An Ancient Egyptian turquoise faience amulet of the dwarf-god Ptaichos, portrayed squatting with his hand clasped on his protruding stomach. His legs are bent out to the sides and his head is disproportionally large. His facial features are also unusually large and exaggerated. The amulet has been pierced longitudinally to allow suspension. The reverse appears flat and unworked. The Ancient Egyptians wore amulets alongside other pieces of jewellery. Amulets were decorative, but also served a practical purpose, being considered to bestow power and protection upon the wearer. Many amulets have been found inside the wrappings of mummies, as they were used to prepare the deceased for the afterlife.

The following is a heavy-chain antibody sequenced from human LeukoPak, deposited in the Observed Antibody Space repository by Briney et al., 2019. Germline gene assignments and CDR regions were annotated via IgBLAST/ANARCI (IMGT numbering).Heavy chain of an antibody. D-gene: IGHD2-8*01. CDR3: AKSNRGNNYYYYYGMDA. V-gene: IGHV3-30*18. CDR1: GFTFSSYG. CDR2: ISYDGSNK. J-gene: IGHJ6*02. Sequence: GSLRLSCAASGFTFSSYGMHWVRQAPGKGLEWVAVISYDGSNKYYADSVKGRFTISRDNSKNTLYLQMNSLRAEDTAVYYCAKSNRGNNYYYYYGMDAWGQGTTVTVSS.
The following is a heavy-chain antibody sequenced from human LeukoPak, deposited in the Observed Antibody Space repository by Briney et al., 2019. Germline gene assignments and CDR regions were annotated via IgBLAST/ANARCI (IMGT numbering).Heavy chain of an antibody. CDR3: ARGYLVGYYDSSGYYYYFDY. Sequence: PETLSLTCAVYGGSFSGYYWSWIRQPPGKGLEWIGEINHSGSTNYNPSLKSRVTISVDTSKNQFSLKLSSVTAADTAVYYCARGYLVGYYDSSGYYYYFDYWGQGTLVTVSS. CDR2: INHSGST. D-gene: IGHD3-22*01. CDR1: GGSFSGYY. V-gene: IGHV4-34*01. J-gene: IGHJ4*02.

Date: 1550-656 Period: New Kingdom-Third Intermediate Period Condition: Extremely fine, complete and intact. Some earthly deposits.
The god Ptaichos is so-called after a passage in Herodotus, which describes the protection-possessing power belonging to the image of a Phoenician dwarf. He was known as the son of Ptah, the craftsman’s god. In Old Kingdom scenes depicting daily life, dwarfs were always present among the workers in precious metal workshops. Ptaichos became very popular from the New Kingdom onwards, often shown holding snakes, making them harmless to people and children, and therefore was thought to provide protection against snakes and crocodiles.